There is a need to develop and validate appropriate pediatric bedside tools in the emergency department to improve the diagnostic accuracy in detection of childhood stroke. Our data indicate that adult stroke tools are a reasonable starting point but high false negative rates of 24% for the FAST and 19% for the ROSIER tool suggest they require further development and modification if they are to be useful in the pediatric emergency department.
The limitations of this retrospective study were that some symptoms or signs may not have been documented by the assessing physician or that those recorded may not have reflected the findings at initial presentation as the medical records included notes of the senior neurologist under whom all patients were admitted. Ideally the sensitivity of the scales would have been assessed for use by ED staff and neurologists separately to determine the utility of the scales when used by front line ED staff. These differences, however, could not be determined due to the retrospective methodology of this study. Again, due to the retrospective nature of the study, we accepted broadly interpreted descriptions in the medical records for items such as "sudden onset" or "woke from sleep" which were adapted from, though not further defined in an adult study by Hand et al . Adult stroke scales were also designed to be applied prospectively. The study was conducted in a tertiary paediatric hospital so the results may not be generalisable to the broader paediatric population.
Face, arm, or leg weakness and speech disturbances are good discriminatory signs of stroke in adults. We found that they are also common presenting features of stroke in children. This preliminary data suggests that stroke recognition tools like the FAST and ROSIER may be applicable to children in the prehospital and emergency settings. However they need to be tested by ED front line staff, in a prospective cohort study comparing stroke to non stroke brain attacks, to better define differences in presenting feature between these groups. This will also allow determination of specificity as well as negative and positive predictive values of stroke recognition tools in children. The effect of factors such as stroke topography, age and etiology also need to be determined.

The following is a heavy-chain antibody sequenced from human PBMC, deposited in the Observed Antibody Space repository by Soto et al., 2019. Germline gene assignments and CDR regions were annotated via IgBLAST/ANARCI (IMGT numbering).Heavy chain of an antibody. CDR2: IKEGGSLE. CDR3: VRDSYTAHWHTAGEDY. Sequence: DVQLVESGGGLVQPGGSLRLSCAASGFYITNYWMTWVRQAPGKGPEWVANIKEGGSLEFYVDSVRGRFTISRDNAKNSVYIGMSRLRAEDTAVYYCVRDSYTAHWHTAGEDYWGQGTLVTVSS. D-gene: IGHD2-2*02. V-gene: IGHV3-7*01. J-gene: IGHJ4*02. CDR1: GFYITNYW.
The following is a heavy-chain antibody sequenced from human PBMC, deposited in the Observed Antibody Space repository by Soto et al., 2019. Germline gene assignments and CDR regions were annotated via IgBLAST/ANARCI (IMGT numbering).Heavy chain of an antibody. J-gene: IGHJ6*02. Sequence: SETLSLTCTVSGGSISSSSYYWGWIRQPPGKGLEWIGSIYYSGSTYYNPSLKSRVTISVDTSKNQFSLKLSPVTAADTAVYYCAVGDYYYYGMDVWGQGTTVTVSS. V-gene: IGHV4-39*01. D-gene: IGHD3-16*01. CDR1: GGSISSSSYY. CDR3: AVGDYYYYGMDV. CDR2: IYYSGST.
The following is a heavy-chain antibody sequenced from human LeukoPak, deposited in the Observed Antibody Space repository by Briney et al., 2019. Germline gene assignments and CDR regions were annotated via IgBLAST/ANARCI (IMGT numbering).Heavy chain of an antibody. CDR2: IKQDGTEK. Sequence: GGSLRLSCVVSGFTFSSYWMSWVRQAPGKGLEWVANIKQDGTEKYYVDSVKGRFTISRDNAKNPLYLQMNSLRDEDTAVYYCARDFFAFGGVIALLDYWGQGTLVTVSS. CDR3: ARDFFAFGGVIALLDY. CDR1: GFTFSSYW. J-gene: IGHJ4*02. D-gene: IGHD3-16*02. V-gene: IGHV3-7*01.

Conflict of interests
The authors declare that they have no competing interests.
acute ischemic stroke
Recognition of Stroke in the Emergency Room
Face Arm Speech Time
Cincinnati Pre-Hospital Stroke Scale
Los Angeles Pre-Hospital Stroke Screen
loss of consciousness
Glasgow Coma Scale
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The pre-publication history for this paper can be accessed here:http://www.biomedcentral.com/1471-2431/11/93/prepub
We acknowledge grant support from the National Stroke Foundation, Melbourne, Australia, the Murdoch Children's Research Institute, Melbourne, Australia and the Victorian Government's Operational Infrastructure Support Program.
All authors contributed to the design, methodology, ethics application, data interpretation and drafting of the study. AYC was responsible for primary data acquisition. All authors have read and approved the final manuscript.
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Yock-Corrales, A., Babl, F.E., Mosley, I.T. et al. Can the FAST and ROSIER adult stroke recognition tools be applied to confirmed childhood arterial ischemic stroke?. BMC Pediatr 11, 93 (2011) doi:10.1186/1471-2431-11-93
- stroke recognition tools
- emergency department